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Uncovered trash has made for easy feasting for rodents. Now, Boston officials are looking to end the ‘rat buffet.’

By Christopher Gavin,


"The rats don't run this city!"
Trash bags piled high on Chandler Street in the South End during the winter of 2015. John Tlumacki/Globe Staff


Right now, the rodents are part of the problem. But Boston city councilors are hoping the pests could one day be the ones stuck with a challenge.

Councilors Kenzie Bok, Ruthzee Louijeune, and Ed Flynn on Wednesday called for a hearing to discuss the possibility of starting some form of “a trash containerization pilot” program for Boston’s downtown neighborhoods, as uncovered trash has made for easy feasting for rodents.

“We’re sort of ending up with a rat buffet out on the street,” Bok told her fellow councilors.

To be clear, trash cans are allowed in the city’s dense inner core.

But many households forgo putting their meal scraps, discarded packaging, and whatever other refuse they may have into bins due to the lack of storage space outside and curbside on trash day, Bok said.

Residents, therefore, often use only trash bags to store their garbage for collection, Bok explained. Under city ordinance, folks are also allowed to do that, so long as they use a two-ply bag or a plastic bag “with a minimum thickness of 0.9 millimeters,” according to Wednesday’s filing.

But needless to say, the bag-only practice makes for easy meal time for the city’s hungry rodents, who have become even more of a nuisance in the Hub in recent years.

“The rats go through them and rip them apart,” said Councilor Gabriela Coletta, who represents the North End.

And the problem has been longstanding in some neighborhoods.

In the South End, for example, a period of trash pickup scheduling woes in 2019 underscored the problem as streets became littered with trash, in part due to how the flimsy bags became a welcome sight for scavengers, rodents, and even acts of Mother Nature to rip open.

But rodents play a particular role in the problem, as rat populations thrived during the COVID-19 pandemic shutdowns in 2020.

Last year, Census data compiled by Apartment Guide showed Boston is the second most rat-infested metro area in the country. The city is home to 18.38 percent of the nation’s rodent sightings.

“The reports for rodent infestation have risen considerably,” said Councilor Michael Flaherty. “We really saw an uptick during COVID, but even since those days, the numbers continue to rise.”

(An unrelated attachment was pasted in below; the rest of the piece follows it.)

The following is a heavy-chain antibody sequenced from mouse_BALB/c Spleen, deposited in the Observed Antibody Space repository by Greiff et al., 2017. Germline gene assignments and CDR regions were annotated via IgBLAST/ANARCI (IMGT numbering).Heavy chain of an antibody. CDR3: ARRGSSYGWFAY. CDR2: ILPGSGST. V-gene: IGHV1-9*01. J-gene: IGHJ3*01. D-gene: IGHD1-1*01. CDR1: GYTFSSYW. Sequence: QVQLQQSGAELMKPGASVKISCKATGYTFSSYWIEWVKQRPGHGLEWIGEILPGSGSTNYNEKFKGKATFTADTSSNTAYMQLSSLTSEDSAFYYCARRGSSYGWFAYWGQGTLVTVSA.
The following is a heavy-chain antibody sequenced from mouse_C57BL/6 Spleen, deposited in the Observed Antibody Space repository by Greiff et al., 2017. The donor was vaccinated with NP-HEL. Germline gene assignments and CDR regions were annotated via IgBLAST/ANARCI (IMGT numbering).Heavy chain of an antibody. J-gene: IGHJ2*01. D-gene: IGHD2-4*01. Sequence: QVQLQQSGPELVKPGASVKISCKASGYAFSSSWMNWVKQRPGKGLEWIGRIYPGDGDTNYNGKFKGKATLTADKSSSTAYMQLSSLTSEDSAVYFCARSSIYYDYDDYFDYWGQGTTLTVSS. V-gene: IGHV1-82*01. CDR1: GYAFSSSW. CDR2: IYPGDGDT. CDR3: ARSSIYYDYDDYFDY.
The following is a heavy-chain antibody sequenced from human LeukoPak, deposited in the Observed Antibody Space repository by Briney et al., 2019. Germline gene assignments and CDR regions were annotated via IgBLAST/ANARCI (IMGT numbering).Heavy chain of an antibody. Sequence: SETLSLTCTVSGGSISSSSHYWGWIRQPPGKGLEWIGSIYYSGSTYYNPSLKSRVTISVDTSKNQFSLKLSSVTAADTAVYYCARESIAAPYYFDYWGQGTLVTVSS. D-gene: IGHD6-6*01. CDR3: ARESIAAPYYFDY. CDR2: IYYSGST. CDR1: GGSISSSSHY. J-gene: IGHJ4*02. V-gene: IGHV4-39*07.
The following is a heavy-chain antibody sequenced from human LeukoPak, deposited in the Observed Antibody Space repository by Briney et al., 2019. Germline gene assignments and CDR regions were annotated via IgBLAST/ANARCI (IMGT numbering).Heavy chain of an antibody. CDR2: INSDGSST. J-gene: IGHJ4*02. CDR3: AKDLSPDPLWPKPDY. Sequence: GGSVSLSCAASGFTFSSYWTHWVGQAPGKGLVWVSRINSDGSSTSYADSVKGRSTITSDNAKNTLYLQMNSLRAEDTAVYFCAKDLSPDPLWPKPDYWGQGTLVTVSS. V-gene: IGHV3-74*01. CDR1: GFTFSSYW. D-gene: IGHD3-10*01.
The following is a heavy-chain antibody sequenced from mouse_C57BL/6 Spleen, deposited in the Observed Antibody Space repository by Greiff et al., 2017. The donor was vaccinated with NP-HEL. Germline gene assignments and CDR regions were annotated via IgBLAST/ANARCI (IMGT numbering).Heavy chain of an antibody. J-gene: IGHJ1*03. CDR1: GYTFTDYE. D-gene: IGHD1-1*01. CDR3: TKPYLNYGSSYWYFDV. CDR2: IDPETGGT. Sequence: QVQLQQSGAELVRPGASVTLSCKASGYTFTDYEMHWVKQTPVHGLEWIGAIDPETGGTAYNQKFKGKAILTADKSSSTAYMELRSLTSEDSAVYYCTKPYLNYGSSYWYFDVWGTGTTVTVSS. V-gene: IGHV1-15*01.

Compounding on the trash container problem, too, is this fact Flaherty picked up from the city’s rodent experts: “Dog feces is the meal of choice.”

The councilor at-large explained in the City Council chamber Wednesday that sometimes residents will curb their dogs and place the waste in the trash soon after garbage is collected for the week.

The lingering stool can be something of a magnet for rodents.

“The rats will actually be feasting on the dog feces in the bottom of the bag,” he said.

So what can be done?

That’s what councilors want to find out.

While several councilors emphasized the need for creative solutions, Bok also noted, however, this is hardly the first time the city has taken on the issue.

There was a time, she said, when many of the city’s households had a container for trash embedded in the ground.

Known as a “subterranean receiver,” the contraptions were used quite often in the early-to-mid 20th century.

Nonetheless, councilors will seek to hear ideas and input from several city departments, including the Inspectional Services Department, the Public Works Department, and the Mayor’s Office of New Urban Mechanics.

The hearing order was assigned to the Committee on City Services, Innovation, and Technology.

“The thing that keeps playing in my head is, ‘The rats are going to hate this announcement,'” a laughing Councilor Kendra Lara said — an apparent reference to a now-viral moment when New York City officials announced new efforts to curb their city’s rat woes last week. “‘But the rats don’t run this city!'”

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